There is a difference between using a predictive technology for troubleshooting and using it in the context of a condition based maintenance program. In the latter, it is extremely important to define and standardize test procedures in order to insure that the machines are always tested in exactly the same way year after year. This allows data to be trended and analyzed in an objective fashion. This is a fundamental key to long term program success and viability. Defining standard test procedures also makes it easier to train new technicians to follow these procedures and keep the program running year after year independent of in house “experts”.
Test procedures should include a diagram of test locations, i.e. where to attach sensors to the machine. Sensor mounting pads or targets are highly recommended and a guide to their locations is required in order to replace them correctly when they fall off. The test procedures should also include instructions for how to test the machine, i.e. load, RPM and other external factors that may be controlled in order to achieve repeatable test conditions.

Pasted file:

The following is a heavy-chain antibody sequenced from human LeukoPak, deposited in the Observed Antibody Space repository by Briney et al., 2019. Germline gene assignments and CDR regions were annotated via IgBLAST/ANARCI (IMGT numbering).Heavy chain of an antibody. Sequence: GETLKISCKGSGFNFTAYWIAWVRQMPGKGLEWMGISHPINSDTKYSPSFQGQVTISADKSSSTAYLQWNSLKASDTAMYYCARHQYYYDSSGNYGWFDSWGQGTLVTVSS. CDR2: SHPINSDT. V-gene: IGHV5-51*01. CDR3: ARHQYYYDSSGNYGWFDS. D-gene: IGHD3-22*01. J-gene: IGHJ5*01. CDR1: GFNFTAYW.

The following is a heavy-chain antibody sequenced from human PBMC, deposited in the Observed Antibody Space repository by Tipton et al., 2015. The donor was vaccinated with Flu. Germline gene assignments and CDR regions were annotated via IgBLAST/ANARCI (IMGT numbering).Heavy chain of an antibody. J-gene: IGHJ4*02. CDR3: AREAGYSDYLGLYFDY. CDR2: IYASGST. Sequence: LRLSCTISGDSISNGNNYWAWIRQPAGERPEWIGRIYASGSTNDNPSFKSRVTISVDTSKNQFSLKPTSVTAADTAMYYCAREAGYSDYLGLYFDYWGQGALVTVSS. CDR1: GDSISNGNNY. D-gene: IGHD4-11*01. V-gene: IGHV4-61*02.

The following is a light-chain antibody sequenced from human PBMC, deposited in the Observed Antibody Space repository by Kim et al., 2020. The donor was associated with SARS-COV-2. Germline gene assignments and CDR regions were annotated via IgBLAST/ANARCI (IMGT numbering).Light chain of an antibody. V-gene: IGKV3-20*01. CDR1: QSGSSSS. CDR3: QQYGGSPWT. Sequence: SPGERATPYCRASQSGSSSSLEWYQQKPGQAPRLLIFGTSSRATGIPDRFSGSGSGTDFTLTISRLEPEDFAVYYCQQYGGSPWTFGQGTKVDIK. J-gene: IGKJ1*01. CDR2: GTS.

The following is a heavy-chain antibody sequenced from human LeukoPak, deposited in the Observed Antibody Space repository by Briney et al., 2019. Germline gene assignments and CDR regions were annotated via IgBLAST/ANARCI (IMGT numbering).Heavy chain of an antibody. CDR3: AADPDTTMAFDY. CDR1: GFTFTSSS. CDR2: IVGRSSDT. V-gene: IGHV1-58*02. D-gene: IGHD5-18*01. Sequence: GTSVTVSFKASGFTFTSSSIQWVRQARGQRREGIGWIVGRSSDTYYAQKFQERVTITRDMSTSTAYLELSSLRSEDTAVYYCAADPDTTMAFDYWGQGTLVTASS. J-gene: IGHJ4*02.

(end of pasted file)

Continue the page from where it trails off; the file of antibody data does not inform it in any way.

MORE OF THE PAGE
Good organization of a condition monitoring program is a key to success. Not only do there need to be precise instructions for how to test a machine, there also needs to be a road map that describes who collects the data and when, who analyzes it, who receives the reports and how the reports are acted on. In addition to this there should be a set of procedures designed to measure the accuracy of the diagnosis and the value to the plant of having that information. Oftentimes roles and responsibilities may span different departments in the plant and disconnects are more common than they should be. A good plan for running the program, acting on results and measuring the value of the program itself is extremely important if one wants to achieve good results.
In a condition monitoring program, repeatability and trending are the prime ingredients to success. If done correctly, the data analysis process should also become a procedure. Many people confuse condition monitoring with troubleshooting machines and they test the machine a different way each time, spend a great deal of time analyzing and playing with the data and never gain the benefits of trending. Those who plan their programs well and employ standard test processes and procedures will benefit from the ability to trend and their procedure for analyzing data will often be as simple as visually comparing new data to a baseline and noting any deviations. This process can even be mostly automated if good procedures are in place. In a well developed program, an analyst will approach the analysis process in a well defined and repeatable way that includes how he or she displays the data vs. alarms, how he goes about looking for mechanical fault indications and how he reports his findings.